Women Out in Force for Thong Protest

Eoghan Dalton Reports

Women from across Waterford gathered in John Roberts Square last Friday afternoon to protest against the use of victims’ clothing in rape trials.
It had been organised following a call for national demonstrations by Deputy Ruth Coppinger (Solidarity-PBP). She had held aloft a black lace thong after concerns and anger were expressed at evidence presented during a rape case in Cork Circuit Criminal Court. There, the counsel for the defence told the jury that the 17-year-old complainant was wearing a thong, adding: “You have to look at the way she was dressed. She was wearing a thong with a lace front.” The man in the case was later found not guilty.“This is not the first time this has happened, this is probably not going to be the last time this has happened,” said Gillian Kearns, one of the organisers for last Friday.

WIT student Michaela Cooper and Tanya Keane of Waterford Together for Change pictured at last Friday's protest

WIT student Michaela Cooper and Tanya Keane of Waterford Together for Change pictured at last Friday's protest

“But it just felt like a culmination of everything that’s gone before. We’d come out for the Belfast rape trial, and we just wanted to show solidarity and bring attention to the fact that underwear is not consent.“There were rallies held in other parts of the country and we decided we wanted to show that Waterford also supported this.”
One of the event’s other organisers, Aislinn Fell, said it was up to people to open up the discourse around sexual assault and victim blaming.
“It’s part of our collective unconscious, a bias against women or girls, or men, but the focus tends to be on women and what they’re wearing as a justification for why they’ve been sexually assaulted or raped. “It’s about having a conversation, even discussing it with people in work, with friends.
People have contacted me to ask questions about it, people who normally wouldn’t be involved in activism as such. But the crucial thing is to change the conversation, and educate people about their own unconscious bias.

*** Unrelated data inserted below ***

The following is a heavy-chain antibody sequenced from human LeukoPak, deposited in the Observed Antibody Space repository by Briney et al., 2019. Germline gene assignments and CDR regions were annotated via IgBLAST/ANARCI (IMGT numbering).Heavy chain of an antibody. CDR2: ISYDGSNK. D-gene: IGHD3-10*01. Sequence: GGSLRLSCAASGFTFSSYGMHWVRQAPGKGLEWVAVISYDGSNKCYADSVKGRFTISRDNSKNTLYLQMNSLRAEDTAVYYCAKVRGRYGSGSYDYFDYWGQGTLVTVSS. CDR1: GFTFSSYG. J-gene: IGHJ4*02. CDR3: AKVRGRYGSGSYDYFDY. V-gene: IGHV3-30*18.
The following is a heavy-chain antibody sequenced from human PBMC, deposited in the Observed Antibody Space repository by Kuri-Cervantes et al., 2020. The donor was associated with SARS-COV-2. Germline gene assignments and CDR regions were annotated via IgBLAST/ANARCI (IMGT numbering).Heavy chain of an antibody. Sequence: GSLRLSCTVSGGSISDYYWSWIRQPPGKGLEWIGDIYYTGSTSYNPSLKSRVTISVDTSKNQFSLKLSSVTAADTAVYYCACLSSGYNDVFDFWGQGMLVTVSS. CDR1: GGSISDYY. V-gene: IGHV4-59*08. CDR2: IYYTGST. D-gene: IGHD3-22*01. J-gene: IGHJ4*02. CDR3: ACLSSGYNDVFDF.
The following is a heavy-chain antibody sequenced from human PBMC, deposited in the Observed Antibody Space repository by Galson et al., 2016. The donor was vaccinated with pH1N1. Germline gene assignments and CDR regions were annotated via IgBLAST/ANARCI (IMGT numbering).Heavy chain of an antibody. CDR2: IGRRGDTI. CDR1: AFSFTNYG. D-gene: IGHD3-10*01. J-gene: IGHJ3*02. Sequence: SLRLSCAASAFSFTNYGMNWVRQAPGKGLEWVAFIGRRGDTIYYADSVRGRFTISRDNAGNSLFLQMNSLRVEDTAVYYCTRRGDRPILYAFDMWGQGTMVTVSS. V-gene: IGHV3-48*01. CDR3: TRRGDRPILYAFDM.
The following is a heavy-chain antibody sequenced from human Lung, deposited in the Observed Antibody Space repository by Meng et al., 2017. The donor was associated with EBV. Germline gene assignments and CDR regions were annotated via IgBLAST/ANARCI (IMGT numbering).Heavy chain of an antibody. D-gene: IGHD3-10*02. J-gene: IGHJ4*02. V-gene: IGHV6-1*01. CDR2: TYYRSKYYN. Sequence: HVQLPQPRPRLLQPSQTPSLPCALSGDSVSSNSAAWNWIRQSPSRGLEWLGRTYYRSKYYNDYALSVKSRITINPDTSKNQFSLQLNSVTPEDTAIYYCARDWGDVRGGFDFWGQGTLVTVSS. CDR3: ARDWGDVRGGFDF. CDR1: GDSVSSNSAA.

“Someone’s choice of clothing is not something that you’d think about as harmful, until you start to dissect it. Really, does a pair of knickers invite sexual contact? No, it doesn’t. And how often do we judge somebody based on their wearing, and then how often does this come into the courts?”If a jury is a reflection of society at large, then “it shows how pervasive these misconceptions about women and girls are. Obviously we want to change that adversarial system that we have, but its’ really about changing minds, to think about it logically”. For Gillian Kearns, questions need to be asked of legal professionals who pursue such a line of argument in the courts:
“The 1999 consent act explicitly says that the only form of consent is somebody saying it – not their underwear saying it, not their drinking saying it, not their walking home alone at night saying it. It’s not that barristers don’t know this.”

Jac Sinnot (Waterford Together for Change), Senator Grace O’Sullivan (Green Party) and Gillian Kearns (Waterford Together for Change)

Jac Sinnot (Waterford Together for Change), Senator Grace O’Sullivan (Green Party) and Gillian Kearns (Waterford Together for Change)

Second SAVI Report

One action called for by protestors was for a second SAVI Report (Sexual Abuse and Violence in Ireland) to be carried out. The first, published in 2002, examined issues such as barriers for sexual abuse victims in accessing law enforcement, medical and therapeutic services, as well as looking at the general public’s attitudes and perceptions to sexual violence. Minister for Justice Charlie Flanagan (FG) confirmed over the weekend that he would commission a second report and that it would take two years to complete. “At the moment, our figures are literally best guesses. We have overarching reports from the likes of the Dublin Rape Crisis Centre, but there’s no longitudinal report, and the SAVI Report is the only thing that can give us that because it can tie everything together,” said Ms Kearns.

Many of the faces who gathered in John Roberts Square knew each other from the Repeal the 8th campaign. They’ll be continuing their activism for now under the Waterford for Change banner, though there’s been no official launch yet. Said Ms Fell: “There’s’ a group of us that were involved in the Repeal campaign locally, and the housing crisis and direct provision. We’ve kept in contact so when something comes up that should be highlighted, we would organise a protest like this.
“We’re intertwined now across the country, it’s a massive network of people that can mobilise at the drop of a hat and it shows the collective is still there.”
“We are a group of people who have stayed together,” said Ms Kearns. “We’ve called ourselves this (Waterford for Change). And we do really want Waterford to change, we want Ireland to change but we’re focusing on our efforts locally. “We learned our craft I suppose in Repeal in what was a very difficult campaign, and so we’d like to use what we learned.”

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